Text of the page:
The harvest was completed at Bauduc last Friday, 21st October. We picked the remaining block of Cabernet Sauvignon by hand, just as we did when Rick Stein came to film the opening episode of his Long Weekends series for the BBC a year ago. (Where does the time go?)
It’s been a long harvest in 2016 and strange to think that the first rows we picked – also by hand – were the 10-year old Semillon vines for our sparkling cremant in the next door field as far back as the 12th September. (Funny, that seems like an age ago.) Keep reading
We harvested the Merlots, mostly by machine, during the week of 10th October. The grapes looked terrific and one advantage of bringing them in cold by machine at the crack of dawn, is putting them into a chilled stainless steel tank for a cold soak for a few days before starting the fermentation.
Some of the great chateaux we most admire, such as l’Evangile in Pomerol, Smith Haut Lafitte in Pessac-Leognan and Malescot St-Exupery in Margaux, also like to do a pre-fermentation ’cold maceration’. Their pickers snip the bunches into crates during the day and the winery staff drive the pallets of crates into a chiller room, usually overnight, before de-stemming and sorting the bunches and transferring the grapes – cold – into tanks the following day. Keep reading
We picked all our Merlot this week, so we’ve just got our Cabernet to go and that’ll be that. More on the red harvest at Bauduc in next week’s missive, suffice to say that we’ve been lucky with the weather. It’s been dry and sunny until yesterday afternoon, which is good for bringing in the grapes and, of course, for taking photos. It’s also unusual to have all the children at home at this time of year, so it’s only fair that we put together a gratuitous family album. Keep reading
This week has been dry and sunny, so we’ve decided to hold off harvesting the reds at Bauduc for the moment. We had a heavy dollop of rain last Friday night – straight after we’d sent out an upbeat monthly review – so an excellent September came to an abrupt end. Thankfully though, the rain was just a one-off and since then we’ve had fresh mornings and glorious days. We therefore thought we’d leave that downpour to freshen things up in the vineyard, and hang on for what they call optimum ripeness.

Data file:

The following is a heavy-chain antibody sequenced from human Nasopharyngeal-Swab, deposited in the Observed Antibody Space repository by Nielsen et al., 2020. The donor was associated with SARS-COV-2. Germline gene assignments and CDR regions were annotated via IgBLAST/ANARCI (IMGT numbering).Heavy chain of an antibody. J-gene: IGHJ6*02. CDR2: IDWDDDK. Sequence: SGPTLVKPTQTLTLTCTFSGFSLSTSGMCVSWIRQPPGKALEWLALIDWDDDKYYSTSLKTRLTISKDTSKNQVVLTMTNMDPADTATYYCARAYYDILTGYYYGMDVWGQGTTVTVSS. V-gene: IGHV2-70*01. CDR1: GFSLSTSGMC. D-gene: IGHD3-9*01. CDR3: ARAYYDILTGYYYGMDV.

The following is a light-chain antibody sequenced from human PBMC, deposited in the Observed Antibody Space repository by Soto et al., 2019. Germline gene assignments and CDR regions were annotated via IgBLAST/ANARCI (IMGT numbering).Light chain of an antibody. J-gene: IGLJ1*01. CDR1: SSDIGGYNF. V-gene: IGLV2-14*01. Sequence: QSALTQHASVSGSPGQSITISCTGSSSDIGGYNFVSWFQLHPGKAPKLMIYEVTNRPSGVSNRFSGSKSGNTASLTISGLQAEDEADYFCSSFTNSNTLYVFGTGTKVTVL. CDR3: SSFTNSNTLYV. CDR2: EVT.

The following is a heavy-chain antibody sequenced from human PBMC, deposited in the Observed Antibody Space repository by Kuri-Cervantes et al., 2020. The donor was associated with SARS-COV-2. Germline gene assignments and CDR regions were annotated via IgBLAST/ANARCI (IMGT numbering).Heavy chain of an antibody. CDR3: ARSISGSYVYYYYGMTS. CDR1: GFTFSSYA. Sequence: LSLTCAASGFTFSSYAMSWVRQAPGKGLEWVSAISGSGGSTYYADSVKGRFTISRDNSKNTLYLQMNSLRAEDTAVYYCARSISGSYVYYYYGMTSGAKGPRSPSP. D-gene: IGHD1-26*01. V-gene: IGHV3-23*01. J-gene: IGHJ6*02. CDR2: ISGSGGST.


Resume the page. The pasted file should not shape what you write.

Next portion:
We also have a useful early warning system nearby, thanks to the earlier maturing vineyards of Pomerol some 25 minutes up the road near Libourne, where Tom goes to school. Our Merlot usually ripens 8-10 days later than at the top chateaux on the plateau of Pomerol so, after dropping Tom at school, it makes good sense – in the name of research, of course – to study the harvest taking place on one of the finest patches of dirt in the world. Keep reading
We’ve been harvesting every morning for six days in the trot, starting at a ridiculously early time before the sun comes up. The days have been dry and sunny since a heavy downpour in the middle of the month. Sandwiched in between the Sauvignon and the Semillon since then, we harvested some Merlot for our rosé at sparrow’s fart last Sunday.
We choose to harvest the bunches from this high yielding block earlier than we would do for red, as the acidity needs to be racier and we want less sugar – and therefore alcohol. Keep reading